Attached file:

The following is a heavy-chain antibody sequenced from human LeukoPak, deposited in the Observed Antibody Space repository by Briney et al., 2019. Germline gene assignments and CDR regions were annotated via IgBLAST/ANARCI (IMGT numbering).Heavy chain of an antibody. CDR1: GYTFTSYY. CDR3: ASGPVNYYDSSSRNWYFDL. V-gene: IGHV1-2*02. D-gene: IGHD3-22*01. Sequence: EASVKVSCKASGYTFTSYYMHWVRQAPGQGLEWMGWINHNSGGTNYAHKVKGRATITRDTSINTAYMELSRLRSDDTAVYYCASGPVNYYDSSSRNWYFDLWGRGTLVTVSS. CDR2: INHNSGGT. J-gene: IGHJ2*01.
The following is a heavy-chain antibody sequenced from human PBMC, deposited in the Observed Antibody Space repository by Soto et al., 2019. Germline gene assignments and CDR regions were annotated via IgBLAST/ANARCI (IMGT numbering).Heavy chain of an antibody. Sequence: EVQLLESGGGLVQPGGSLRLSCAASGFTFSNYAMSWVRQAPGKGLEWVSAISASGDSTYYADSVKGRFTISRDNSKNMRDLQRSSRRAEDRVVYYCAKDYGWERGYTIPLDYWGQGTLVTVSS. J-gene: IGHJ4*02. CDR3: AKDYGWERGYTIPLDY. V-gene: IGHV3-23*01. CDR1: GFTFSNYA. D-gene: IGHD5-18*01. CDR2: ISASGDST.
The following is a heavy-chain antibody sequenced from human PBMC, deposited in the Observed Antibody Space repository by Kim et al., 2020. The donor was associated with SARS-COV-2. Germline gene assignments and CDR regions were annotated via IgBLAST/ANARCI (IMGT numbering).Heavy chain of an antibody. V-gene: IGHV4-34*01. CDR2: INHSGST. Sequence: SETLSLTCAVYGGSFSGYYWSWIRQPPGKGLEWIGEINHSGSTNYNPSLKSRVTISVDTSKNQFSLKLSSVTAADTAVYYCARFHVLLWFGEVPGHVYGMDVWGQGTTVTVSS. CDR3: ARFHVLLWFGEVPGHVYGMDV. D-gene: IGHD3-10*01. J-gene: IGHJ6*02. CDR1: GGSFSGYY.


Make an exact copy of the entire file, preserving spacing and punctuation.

The following is a heavy-chain antibody sequenced from human LeukoPak, deposited in the Observed Antibody Space repository by Briney et al., 2019. Germline gene assignments and CDR regions were annotated via IgBLAST/ANARCI (IMGT numbering).Heavy chain of an antibody. CDR1: GYTFTSYY. CDR3: ASGPVNYYDSSSRNWYFDL. V-gene: IGHV1-2*02. D-gene: IGHD3-22*01. Sequence: EASVKVSCKASGYTFTSYYMHWVRQAPGQGLEWMGWINHNSGGTNYAHKVKGRATITRDTSINTAYMELSRLRSDDTAVYYCASGPVNYYDSSSRNWYFDLWGRGTLVTVSS. CDR2: INHNSGGT. J-gene: IGHJ2*01.
The following is a heavy-chain antibody sequenced from human PBMC, deposited in the Observed Antibody Space repository by Soto et al., 2019. Germline gene assignments and CDR regions were annotated via IgBLAST/ANARCI (IMGT numbering).Heavy chain of an antibody. Sequence: EVQLLESGGGLVQPGGSLRLSCAASGFTFSNYAMSWVRQAPGKGLEWVSAISASGDSTYYADSVKGRFTISRDNSKNMRDLQRSSRRAEDRVVYYCAKDYGWERGYTIPLDYWGQGTLVTVSS. J-gene: IGHJ4*02. CDR3: AKDYGWERGYTIPLDY. V-gene: IGHV3-23*01. CDR1: GFTFSNYA. D-gene: IGHD5-18*01. CDR2: ISASGDST.
The following is a heavy-chain antibody sequenced from human PBMC, deposited in the Observed Antibody Space repository by Kim et al., 2020. The donor was associated with SARS-COV-2. Germline gene assignments and CDR regions were annotated via IgBLAST/ANARCI (IMGT numbering).Heavy chain of an antibody. V-gene: IGHV4-34*01. CDR2: INHSGST. Sequence: SETLSLTCAVYGGSFSGYYWSWIRQPPGKGLEWIGEINHSGSTNYNPSLKSRVTISVDTSKNQFSLKLSSVTAADTAVYYCARFHVLLWFGEVPGHVYGMDVWGQGTTVTVSS. CDR3: ARFHVLLWFGEVPGHVYGMDV. D-gene: IGHD3-10*01. J-gene: IGHJ6*02. CDR1: GGSFSGYY.